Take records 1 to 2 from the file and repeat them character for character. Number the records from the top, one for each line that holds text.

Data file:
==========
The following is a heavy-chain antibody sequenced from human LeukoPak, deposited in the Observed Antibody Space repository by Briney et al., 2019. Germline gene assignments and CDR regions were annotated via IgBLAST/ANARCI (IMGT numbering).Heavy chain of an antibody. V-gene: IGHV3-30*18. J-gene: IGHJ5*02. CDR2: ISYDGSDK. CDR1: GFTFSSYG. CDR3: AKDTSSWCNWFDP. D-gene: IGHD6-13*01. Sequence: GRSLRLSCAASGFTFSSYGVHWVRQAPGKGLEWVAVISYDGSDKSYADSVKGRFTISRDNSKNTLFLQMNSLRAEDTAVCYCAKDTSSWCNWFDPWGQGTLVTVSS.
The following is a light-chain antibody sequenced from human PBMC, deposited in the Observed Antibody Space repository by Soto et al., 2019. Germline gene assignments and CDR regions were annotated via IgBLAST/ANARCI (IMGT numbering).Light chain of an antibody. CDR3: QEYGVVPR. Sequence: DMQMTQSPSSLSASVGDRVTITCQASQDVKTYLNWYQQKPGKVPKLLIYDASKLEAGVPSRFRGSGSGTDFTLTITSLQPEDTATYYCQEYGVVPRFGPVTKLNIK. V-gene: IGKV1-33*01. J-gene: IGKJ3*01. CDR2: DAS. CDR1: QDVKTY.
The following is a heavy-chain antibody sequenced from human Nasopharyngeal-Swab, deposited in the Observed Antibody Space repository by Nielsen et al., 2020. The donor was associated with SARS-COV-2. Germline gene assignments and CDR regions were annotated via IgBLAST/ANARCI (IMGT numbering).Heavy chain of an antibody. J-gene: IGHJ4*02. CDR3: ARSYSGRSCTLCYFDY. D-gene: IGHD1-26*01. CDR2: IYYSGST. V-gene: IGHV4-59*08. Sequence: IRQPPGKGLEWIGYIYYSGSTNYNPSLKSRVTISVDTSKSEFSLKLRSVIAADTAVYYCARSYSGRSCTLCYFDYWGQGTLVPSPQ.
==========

The following is a heavy-chain antibody sequenced from human LeukoPak, deposited in the Observed Antibody Space repository by Briney et al., 2019. Germline gene assignments and CDR regions were annotated via IgBLAST/ANARCI (IMGT numbering).Heavy chain of an antibody. V-gene: IGHV3-30*18. J-gene: IGHJ5*02. CDR2: ISYDGSDK. CDR1: GFTFSSYG. CDR3: AKDTSSWCNWFDP. D-gene: IGHD6-13*01. Sequence: GRSLRLSCAASGFTFSSYGVHWVRQAPGKGLEWVAVISYDGSDKSYADSVKGRFTISRDNSKNTLFLQMNSLRAEDTAVCYCAKDTSSWCNWFDPWGQGTLVTVSS.
The following is a light-chain antibody sequenced from human PBMC, deposited in the Observed Antibody Space repository by Soto et al., 2019. Germline gene assignments and CDR regions were annotated via IgBLAST/ANARCI (IMGT numbering).Light chain of an antibody. CDR3: QEYGVVPR. Sequence: DMQMTQSPSSLSASVGDRVTITCQASQDVKTYLNWYQQKPGKVPKLLIYDASKLEAGVPSRFRGSGSGTDFTLTITSLQPEDTATYYCQEYGVVPRFGPVTKLNIK. V-gene: IGKV1-33*01. J-gene: IGKJ3*01. CDR2: DAS. CDR1: QDVKTY.